The start of the book features Olivia and company headed to the Holy Land of Mekia, there to meet up with its leader, who has taken a shine to Olivia. They try to lure her to their side with promises of using their resources to find out where Z is, which makes Claudia curse, as this had never even occurred to her to try to offer Olivia, and Fermest can’t do it very well as they’re at war. Still, an incident involving Ashton’s near-death… again… convinces Olivia that she’s not going to change sides for now. In the meantime, the empire continues to have a very bad time, which is what happens when your grand vizier… pardon me, chancellor… is evil and your empire is secretly run by a death god. When the Kingdom comes calling, with Olivia at its vanguard, who will rise up to meet her? And will it be enough?

We get a nice little flashback in this book to Olivia’s parents (though she was originally called Caroline) and are reminded that her mother is of Deep Folk descent, which is leading to a lot of subplots converging. Still, she may have human/deep folk as birth parents but her upbringing is all Z, and that’s what really makes her as inhuman as she seems at times in the series. She has no real fear of monsters that would kill anybody else, and when asked where she grew up, points to the middle of a forest that has a reputation so bad that anyone who tries to investigate it finds their investigators dead. That said… Olivia is also gradually getting more humanity in her, and that’s entirely due to Ashton and Claudia, who are definitely a calming, soothing influence on her, even if they can’t actually stop her from doing what she wants. This series is not going to end with polyamory, but if it *did*, it would be great.

It might also end with most of the cast dead, admittedly. After all, war is hell.

Death’s Daughter and the Ebony Blade, Vol. 4

By Maito Ayamine and Cierra. Released in Japan as “Shinigami ni Sodaterareta Shoujo wa Shikkoku no Tsurugi wo Mune ni Idaku” by Overlap Bunko. Released in North America by J-Novel Club. Translated by Sylvia Gallagher.

Getting back to a niggle I had last time, I will grant the fourth volume of the series this: the adjutant in the battle here does not appear to be in love with her commanding officer. That said, we do get a lot of similar beats, where the younger adjutant is told to retreat so that the older commander can die protecting the retreat. I admit that I am very fond of just how many women are in this book, and of course it stars Olivia, who is a monster in human form. All the same, I’m seeing similar things happening over and over in this series, and would not mind a female adjutant who stays behind and dies so that her commander can get away. You know, as a change of pace. I’m also not all that happy with the running gag of the women in love with the oblivious men, even as I will reluctantly admit that’s truth in literature.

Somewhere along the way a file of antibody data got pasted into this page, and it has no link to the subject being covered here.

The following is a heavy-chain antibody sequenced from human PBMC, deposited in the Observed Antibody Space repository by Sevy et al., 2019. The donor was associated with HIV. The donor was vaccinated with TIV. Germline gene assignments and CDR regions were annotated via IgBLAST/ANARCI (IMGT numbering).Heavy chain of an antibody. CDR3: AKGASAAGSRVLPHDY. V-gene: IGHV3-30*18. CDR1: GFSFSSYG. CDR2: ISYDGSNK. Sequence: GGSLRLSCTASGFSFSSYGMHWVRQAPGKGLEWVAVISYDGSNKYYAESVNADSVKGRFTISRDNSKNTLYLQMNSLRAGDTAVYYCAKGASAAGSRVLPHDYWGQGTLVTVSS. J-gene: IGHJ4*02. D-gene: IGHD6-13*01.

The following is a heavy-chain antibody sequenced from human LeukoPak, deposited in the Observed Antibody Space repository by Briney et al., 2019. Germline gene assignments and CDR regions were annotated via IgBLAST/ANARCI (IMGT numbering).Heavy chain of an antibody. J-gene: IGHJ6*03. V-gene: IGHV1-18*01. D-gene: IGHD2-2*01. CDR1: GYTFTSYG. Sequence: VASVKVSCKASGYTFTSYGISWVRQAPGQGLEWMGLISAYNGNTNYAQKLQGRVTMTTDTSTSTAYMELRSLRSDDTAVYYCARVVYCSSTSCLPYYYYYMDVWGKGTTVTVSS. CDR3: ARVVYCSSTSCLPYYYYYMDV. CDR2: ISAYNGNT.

Olivia’s success is having repercussions. First with her and her close companions – she’s made a major general, and given an army of her own to command, with Claudia and Ashton by her side. She gets to attend royal balls, where she interacts with the King, and also meets emissaries of foreign nations, like the Not At All Suspicious (TM) Sofitia. But in addition, her mere existence has caused the Empire to try to find other ways to win, such as proxy wars that they force an allied nation to take up for them (it goes badly). And Fernest is also having to deal with invasions of its own, though it’s helped there by the commander and the ruler in charge of the invading state both being very, very stupid. Don’t poke at Olivia to see what she does, you won’t like it.

There’s a lot of plot stuff going on here, to be honest, but Olivia’s actions seem to flow around it. Apart from trying to find out where Z has gone off to, she really has zero interest in all of the political machinations happening around her. She’s aware it exists, and does tell her aides that she is aware that Sofitia is probably inviting her to Mekia for nefarious reasons. But she’s never, ever had any fight cause her trouble since she last saw Z, and that doesn’t change here. Her reputation is starting to be less “oh no, that’s not possibly true” to “OH MY GOD IT’S HER”, and she’s definitely going to be facing stronger opponents, but I’ve yet to see anyone who can really take her on. Which might be for the best. No one is reading this book to see Olivia struggle and have self-doubts. She can delegate that to Claudia, probably.

This is a good “military strategy” series, provided you aren’t turned off by Olivia’s glorious OPness throughout. Frankly, that’s why I read it.